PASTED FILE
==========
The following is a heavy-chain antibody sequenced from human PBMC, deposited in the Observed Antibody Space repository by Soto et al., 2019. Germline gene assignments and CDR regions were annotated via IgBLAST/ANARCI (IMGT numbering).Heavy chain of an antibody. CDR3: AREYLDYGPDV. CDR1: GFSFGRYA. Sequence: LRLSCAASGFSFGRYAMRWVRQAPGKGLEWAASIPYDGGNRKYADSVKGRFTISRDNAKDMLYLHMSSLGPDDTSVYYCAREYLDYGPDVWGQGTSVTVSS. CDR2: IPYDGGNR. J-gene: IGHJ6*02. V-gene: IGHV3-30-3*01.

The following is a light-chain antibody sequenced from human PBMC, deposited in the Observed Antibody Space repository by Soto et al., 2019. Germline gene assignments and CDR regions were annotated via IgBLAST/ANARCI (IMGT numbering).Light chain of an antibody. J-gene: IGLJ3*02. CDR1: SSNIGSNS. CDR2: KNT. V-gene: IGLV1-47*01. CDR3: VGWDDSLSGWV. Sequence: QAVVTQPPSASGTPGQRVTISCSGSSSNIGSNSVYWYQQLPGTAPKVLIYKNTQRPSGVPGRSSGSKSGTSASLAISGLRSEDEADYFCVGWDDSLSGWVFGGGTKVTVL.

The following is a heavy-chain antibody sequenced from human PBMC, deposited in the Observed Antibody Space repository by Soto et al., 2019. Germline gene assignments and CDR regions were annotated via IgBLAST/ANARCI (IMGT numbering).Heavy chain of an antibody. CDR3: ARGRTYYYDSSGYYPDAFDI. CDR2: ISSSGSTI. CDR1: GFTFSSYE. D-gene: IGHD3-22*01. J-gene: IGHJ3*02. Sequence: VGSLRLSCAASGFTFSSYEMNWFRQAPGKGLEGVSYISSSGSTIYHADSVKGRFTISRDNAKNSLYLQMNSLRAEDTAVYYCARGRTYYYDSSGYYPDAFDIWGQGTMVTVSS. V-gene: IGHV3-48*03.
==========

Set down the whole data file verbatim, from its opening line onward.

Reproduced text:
The following is a heavy-chain antibody sequenced from human PBMC, deposited in the Observed Antibody Space repository by Soto et al., 2019. Germline gene assignments and CDR regions were annotated via IgBLAST/ANARCI (IMGT numbering).Heavy chain of an antibody. CDR3: AREYLDYGPDV. CDR1: GFSFGRYA. Sequence: LRLSCAASGFSFGRYAMRWVRQAPGKGLEWAASIPYDGGNRKYADSVKGRFTISRDNAKDMLYLHMSSLGPDDTSVYYCAREYLDYGPDVWGQGTSVTVSS. CDR2: IPYDGGNR. J-gene: IGHJ6*02. V-gene: IGHV3-30-3*01.

The following is a light-chain antibody sequenced from human PBMC, deposited in the Observed Antibody Space repository by Soto et al., 2019. Germline gene assignments and CDR regions were annotated via IgBLAST/ANARCI (IMGT numbering).Light chain of an antibody. J-gene: IGLJ3*02. CDR1: SSNIGSNS. CDR2: KNT. V-gene: IGLV1-47*01. CDR3: VGWDDSLSGWV. Sequence: QAVVTQPPSASGTPGQRVTISCSGSSSNIGSNSVYWYQQLPGTAPKVLIYKNTQRPSGVPGRSSGSKSGTSASLAISGLRSEDEADYFCVGWDDSLSGWVFGGGTKVTVL.

The following is a heavy-chain antibody sequenced from human PBMC, deposited in the Observed Antibody Space repository by Soto et al., 2019. Germline gene assignments and CDR regions were annotated via IgBLAST/ANARCI (IMGT numbering).Heavy chain of an antibody. CDR3: ARGRTYYYDSSGYYPDAFDI. CDR2: ISSSGSTI. CDR1: GFTFSSYE. D-gene: IGHD3-22*01. J-gene: IGHJ3*02. Sequence: VGSLRLSCAASGFTFSSYEMNWFRQAPGKGLEGVSYISSSGSTIYHADSVKGRFTISRDNAKNSLYLQMNSLRAEDTAVYYCARGRTYYYDSSGYYPDAFDIWGQGTMVTVSS. V-gene: IGHV3-48*03.